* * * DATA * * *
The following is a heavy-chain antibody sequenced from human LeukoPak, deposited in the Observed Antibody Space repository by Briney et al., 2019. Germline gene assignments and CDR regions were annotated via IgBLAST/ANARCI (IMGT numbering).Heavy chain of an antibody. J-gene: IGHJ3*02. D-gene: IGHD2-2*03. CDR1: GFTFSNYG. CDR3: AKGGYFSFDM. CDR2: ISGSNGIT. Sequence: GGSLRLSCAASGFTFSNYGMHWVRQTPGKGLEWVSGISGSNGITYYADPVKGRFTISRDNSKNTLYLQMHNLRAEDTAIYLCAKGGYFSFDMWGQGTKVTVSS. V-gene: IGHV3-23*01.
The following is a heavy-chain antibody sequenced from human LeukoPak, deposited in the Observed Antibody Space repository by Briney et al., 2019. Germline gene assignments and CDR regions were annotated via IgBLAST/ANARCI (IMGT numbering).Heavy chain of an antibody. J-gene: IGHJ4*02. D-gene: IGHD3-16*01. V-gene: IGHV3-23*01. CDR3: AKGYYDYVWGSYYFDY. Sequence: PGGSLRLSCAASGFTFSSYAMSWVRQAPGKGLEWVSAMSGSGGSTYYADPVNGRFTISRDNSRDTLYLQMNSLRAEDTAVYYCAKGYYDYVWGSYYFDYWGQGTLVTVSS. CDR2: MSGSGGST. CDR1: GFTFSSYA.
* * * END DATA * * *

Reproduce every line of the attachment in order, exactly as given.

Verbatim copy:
The following is a heavy-chain antibody sequenced from human LeukoPak, deposited in the Observed Antibody Space repository by Briney et al., 2019. Germline gene assignments and CDR regions were annotated via IgBLAST/ANARCI (IMGT numbering).Heavy chain of an antibody. J-gene: IGHJ3*02. D-gene: IGHD2-2*03. CDR1: GFTFSNYG. CDR3: AKGGYFSFDM. CDR2: ISGSNGIT. Sequence: GGSLRLSCAASGFTFSNYGMHWVRQTPGKGLEWVSGISGSNGITYYADPVKGRFTISRDNSKNTLYLQMHNLRAEDTAIYLCAKGGYFSFDMWGQGTKVTVSS. V-gene: IGHV3-23*01.
The following is a heavy-chain antibody sequenced from human LeukoPak, deposited in the Observed Antibody Space repository by Briney et al., 2019. Germline gene assignments and CDR regions were annotated via IgBLAST/ANARCI (IMGT numbering).Heavy chain of an antibody. J-gene: IGHJ4*02. D-gene: IGHD3-16*01. V-gene: IGHV3-23*01. CDR3: AKGYYDYVWGSYYFDY. Sequence: PGGSLRLSCAASGFTFSSYAMSWVRQAPGKGLEWVSAMSGSGGSTYYADPVNGRFTISRDNSRDTLYLQMNSLRAEDTAVYYCAKGYYDYVWGSYYFDYWGQGTLVTVSS. CDR2: MSGSGGST. CDR1: GFTFSSYA.